Imported slate is not an acceptable alternative to local slate. This is because it is likely to retain a smooth and uniform colour and texture which means it does not weather in the same way as local slates. As they are normally made to standard sizes and to a thinner gauge, they cannot replicate the variety found in a local slate roof and cannot replicate its appearance.

Where planning permission is not required for replacement or repair of an existing roof, we strongly discourage the use of imported slate because the incremental effect of changes which do not require planning permission is the erosion of local distinctiveness, character and sense of place.

If there are valid reasons to consider roof coverings other than local slate, alternative locally produced roofing materials are likely to be more appropriate than imported slate, when considered in terms of its appearance, longevity, value for money and carbon footprint.

Back to top

  • Local to the Lake District, this green-grey slate has a distinctive colour, and is laid in diminishing courses. Image: Burlington Slate Ltd.

  • Slate in Askham

    The local green slate is traditionally laid in diminishing courses. In this example the ridge tiles are stone

  • Slate in Askham

    Green slate continues to be quarried locally, so it can continue to give new development a local character and it weathers beautifully.

  • The roof in front has replacement Brazilian slates while the one in the background is local green slate. The difference in coursing and texture is clear. Image: Burlington Slate Ltd.

  • In some parts of the Lake District, as here in Hawkshead, slate is hung on walls for protection from prevailing winds.

  • Welsh slate in Askham

    Welsh slate is rare in the Lake District. This Welsh slate roof has a purple heathery colour and a noticeably flatter plane, as these slates are thinner than Lake District slates.

Where different roofing slates are traditionally used in the Lake District

Click to zoom in

Walling Materials

The walls of a building can often be as important to local distinctiveness, character and sense of place as its roof, especially within a dense town context or a tightly knit farm group when seen from road level. Wall finishes are functional, decorative and often both.

Local walling materials vary more obviously across the Lake District than roofing slate. Stone is less easy to transport and therefore historically, the easiest stone to build a house or barn from was the closest available. Walls were often built upon boulders or bedrock, with stone quarried from the nearest rock face or gathered from the land or nearby streams. Most buildings constructed in this way using ‘found’ rubble stone would historically have been externally finished with a lime render and limewashed.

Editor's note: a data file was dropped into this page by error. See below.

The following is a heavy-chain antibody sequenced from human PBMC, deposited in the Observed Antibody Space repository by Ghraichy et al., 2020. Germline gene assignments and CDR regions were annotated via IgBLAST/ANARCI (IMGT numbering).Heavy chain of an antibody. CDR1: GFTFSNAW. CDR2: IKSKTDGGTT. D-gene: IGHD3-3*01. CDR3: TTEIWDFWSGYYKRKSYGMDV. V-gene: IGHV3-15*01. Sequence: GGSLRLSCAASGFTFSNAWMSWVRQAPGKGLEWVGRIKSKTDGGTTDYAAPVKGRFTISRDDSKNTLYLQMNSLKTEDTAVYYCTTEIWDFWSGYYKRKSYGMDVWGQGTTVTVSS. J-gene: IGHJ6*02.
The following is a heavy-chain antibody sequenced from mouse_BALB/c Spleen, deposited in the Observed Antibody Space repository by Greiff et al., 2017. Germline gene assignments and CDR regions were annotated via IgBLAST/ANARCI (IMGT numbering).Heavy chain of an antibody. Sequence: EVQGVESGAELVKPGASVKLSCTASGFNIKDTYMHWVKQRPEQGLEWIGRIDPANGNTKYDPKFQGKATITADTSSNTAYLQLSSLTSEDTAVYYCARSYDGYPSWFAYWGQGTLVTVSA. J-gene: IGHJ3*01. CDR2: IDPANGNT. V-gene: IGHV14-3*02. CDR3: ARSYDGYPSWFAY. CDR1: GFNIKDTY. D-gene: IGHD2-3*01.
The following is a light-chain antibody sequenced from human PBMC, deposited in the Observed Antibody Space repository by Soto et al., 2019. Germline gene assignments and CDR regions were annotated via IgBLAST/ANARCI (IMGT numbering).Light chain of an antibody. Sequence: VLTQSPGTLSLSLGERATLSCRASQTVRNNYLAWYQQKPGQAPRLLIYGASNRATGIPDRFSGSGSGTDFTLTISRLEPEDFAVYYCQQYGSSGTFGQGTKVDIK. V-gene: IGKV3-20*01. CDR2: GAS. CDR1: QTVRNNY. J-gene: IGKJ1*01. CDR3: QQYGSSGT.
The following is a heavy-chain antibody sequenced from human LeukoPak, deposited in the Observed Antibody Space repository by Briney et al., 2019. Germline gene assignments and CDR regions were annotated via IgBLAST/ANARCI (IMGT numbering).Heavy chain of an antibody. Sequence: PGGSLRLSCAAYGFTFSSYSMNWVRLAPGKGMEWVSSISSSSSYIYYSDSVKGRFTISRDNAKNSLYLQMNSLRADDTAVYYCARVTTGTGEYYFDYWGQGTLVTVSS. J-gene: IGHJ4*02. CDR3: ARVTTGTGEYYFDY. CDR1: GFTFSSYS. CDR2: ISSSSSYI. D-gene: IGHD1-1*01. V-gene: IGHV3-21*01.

Because it is a by-product of slate manufacture, slate stone remains the most common walling material for buildings in the Lake District, with limestone, granite and red sandstone used in outlying areas.

Roughcast render or ‘wet-dash’, or modern products which replicate its appearance, is the other most common walling finish. Roughcast render is used throughout the Lake District and its use as a wall finish is likely to be appropriate on a range of buildings, particularly where it is not possible to obtain stone to match nearby buildings.

Agricultural buildings, with the exception of farmhouses, were generally not traditionally rendered in the Lake District. This made a clear distinction between domestic and functional space. Unless evidence can be demonstrated on the building itself or through research, former agricultural buildings must not be rendered.

Back to top

  • The local blue grey slate stone has a distinctive appearance and is still quarried in Cumbria.

  • Locally quarried green stone walling combined with red sandstone that may well have been quarried at or near St Bees, Cumbria.

  • Local blue grey slate stone is a by-product of the local roof slate industry and is used for walling. Image: Burlington Slate Ltd.

  • Here the boundary wall incorporates boulders of the local blue-grey stone, giving a particularly rural character.

  • Note the different sizes and shapes of local stone used for the walling of the building, the building corners and the boundary wall.

  • The distinctive green-grey-brown local stone is used for walling across much of the Lake District. Image: Burlington Slate Ltd.

  • Grey limestone is a material quarried around the southern fringes of the Lake District and used for walls and buildings. Image: Burlington Slate Ltd.